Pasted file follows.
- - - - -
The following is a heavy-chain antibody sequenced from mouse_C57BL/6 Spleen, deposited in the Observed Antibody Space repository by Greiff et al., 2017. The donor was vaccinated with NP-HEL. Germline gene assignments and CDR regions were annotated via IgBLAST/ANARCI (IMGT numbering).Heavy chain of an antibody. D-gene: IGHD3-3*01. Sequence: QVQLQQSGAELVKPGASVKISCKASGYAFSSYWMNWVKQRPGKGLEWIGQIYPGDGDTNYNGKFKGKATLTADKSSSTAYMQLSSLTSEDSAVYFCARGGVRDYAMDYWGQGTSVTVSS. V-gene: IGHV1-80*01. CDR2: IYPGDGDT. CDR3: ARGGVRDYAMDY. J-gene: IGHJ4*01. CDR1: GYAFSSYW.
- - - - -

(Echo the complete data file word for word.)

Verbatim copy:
The following is a heavy-chain antibody sequenced from mouse_C57BL/6 Spleen, deposited in the Observed Antibody Space repository by Greiff et al., 2017. The donor was vaccinated with NP-HEL. Germline gene assignments and CDR regions were annotated via IgBLAST/ANARCI (IMGT numbering).Heavy chain of an antibody. D-gene: IGHD3-3*01. Sequence: QVQLQQSGAELVKPGASVKISCKASGYAFSSYWMNWVKQRPGKGLEWIGQIYPGDGDTNYNGKFKGKATLTADKSSSTAYMQLSSLTSEDSAVYFCARGGVRDYAMDYWGQGTSVTVSS. V-gene: IGHV1-80*01. CDR2: IYPGDGDT. CDR3: ARGGVRDYAMDY. J-gene: IGHJ4*01. CDR1: GYAFSSYW.